Calamities often disrupt the status quo. After the influenza pandemic that began during World War I and lasted two years, many Europeans turned to socialism, fascism, and Bolshevism. In the United States, the Wall Street Crash of 1929 followed by the Great Depression induced many people to reject laissez-faire capitalism in favor of Franklin Delano Roosevelt’s New Deal, with its social safety-net programs, public-works projects, and government regulations.
Yet not all such catastrophic events lead to an appetite for change. After World War I, Americans, unlike Europeans, longed for a return to what President Warren G. Harding termed “normalcy.” The immigration door slammed shut, isolationism raged, and popular fear of Communism led to the Red Scare.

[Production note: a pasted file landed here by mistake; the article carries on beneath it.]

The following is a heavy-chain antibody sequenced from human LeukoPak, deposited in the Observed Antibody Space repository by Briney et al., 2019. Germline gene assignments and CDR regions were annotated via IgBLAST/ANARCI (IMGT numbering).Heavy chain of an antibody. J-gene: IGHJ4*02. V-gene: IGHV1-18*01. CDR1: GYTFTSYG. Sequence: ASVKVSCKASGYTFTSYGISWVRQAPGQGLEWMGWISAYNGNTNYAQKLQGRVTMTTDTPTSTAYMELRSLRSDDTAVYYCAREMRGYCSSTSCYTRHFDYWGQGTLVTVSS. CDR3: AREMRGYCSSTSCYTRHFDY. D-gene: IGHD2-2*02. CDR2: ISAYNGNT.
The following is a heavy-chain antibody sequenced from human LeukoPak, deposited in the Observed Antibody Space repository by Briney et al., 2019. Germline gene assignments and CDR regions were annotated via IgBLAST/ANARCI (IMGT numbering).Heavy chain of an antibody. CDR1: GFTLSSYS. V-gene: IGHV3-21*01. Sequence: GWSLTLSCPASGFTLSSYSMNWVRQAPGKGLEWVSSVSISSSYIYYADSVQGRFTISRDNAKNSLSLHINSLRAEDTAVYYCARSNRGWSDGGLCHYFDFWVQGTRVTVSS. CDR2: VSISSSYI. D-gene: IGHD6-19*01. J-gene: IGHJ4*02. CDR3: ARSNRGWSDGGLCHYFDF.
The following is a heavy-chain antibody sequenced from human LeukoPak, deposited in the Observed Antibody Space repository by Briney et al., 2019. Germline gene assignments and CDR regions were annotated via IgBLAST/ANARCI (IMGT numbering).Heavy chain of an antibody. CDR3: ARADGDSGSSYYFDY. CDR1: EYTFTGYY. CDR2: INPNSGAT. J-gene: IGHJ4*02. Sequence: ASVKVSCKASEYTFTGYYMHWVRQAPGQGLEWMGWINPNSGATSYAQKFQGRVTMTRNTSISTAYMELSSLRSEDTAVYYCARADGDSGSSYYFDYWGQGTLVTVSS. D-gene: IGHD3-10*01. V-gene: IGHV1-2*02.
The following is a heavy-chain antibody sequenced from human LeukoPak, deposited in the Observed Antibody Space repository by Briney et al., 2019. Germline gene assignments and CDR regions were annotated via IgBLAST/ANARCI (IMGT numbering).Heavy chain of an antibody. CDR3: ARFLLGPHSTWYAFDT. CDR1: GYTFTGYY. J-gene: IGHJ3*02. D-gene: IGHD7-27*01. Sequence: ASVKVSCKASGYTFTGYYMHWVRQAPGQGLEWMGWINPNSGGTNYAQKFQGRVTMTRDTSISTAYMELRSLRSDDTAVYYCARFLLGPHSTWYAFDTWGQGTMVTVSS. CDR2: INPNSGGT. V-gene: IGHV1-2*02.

The 15th annual Education Next survey investigates how Americans are responding to the worst pandemic since 1919. In the realm of education, a desire for sweeping reform might well be expected, given the pandemic’s particularly severe toll on K–12 schooling. While few children suffered serious illnesses, the effects of the pandemic on the nation’s youth were nonetheless dramatic. Schools across the country were shuttered for months, some for more than a year. State-mandated testing, a tool for holding schools accountable, was largely abandoned. Remote instruction, implemented under crisis conditions, failed to live up to the claims of virtual-learning enthusiasts. Learning loss was severe, especially among children from low-income families. According to parents, children’s friendships and social ties suffered. Even their physical fitness was put at risk. Obesity, drug abuse, mental health challenges, and teenage suicides appeared to be on the rise. In desperation, some parents shifted their children from district schools to private schools, homeschooling, and other options that provided more in-person learning.